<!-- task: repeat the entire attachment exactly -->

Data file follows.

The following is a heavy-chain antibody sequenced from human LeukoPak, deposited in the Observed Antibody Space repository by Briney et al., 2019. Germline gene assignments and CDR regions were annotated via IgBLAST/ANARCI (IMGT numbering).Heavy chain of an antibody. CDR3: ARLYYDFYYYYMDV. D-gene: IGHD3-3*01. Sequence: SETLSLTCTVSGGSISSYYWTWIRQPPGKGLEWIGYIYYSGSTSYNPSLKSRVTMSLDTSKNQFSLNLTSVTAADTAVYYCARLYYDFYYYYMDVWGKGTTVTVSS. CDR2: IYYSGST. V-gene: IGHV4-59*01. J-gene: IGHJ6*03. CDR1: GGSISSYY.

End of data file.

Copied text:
The following is a heavy-chain antibody sequenced from human LeukoPak, deposited in the Observed Antibody Space repository by Briney et al., 2019. Germline gene assignments and CDR regions were annotated via IgBLAST/ANARCI (IMGT numbering).Heavy chain of an antibody. CDR3: ARLYYDFYYYYMDV. D-gene: IGHD3-3*01. Sequence: SETLSLTCTVSGGSISSYYWTWIRQPPGKGLEWIGYIYYSGSTSYNPSLKSRVTMSLDTSKNQFSLNLTSVTAADTAVYYCARLYYDFYYYYMDVWGKGTTVTVSS. CDR2: IYYSGST. V-gene: IGHV4-59*01. J-gene: IGHJ6*03. CDR1: GGSISSYY.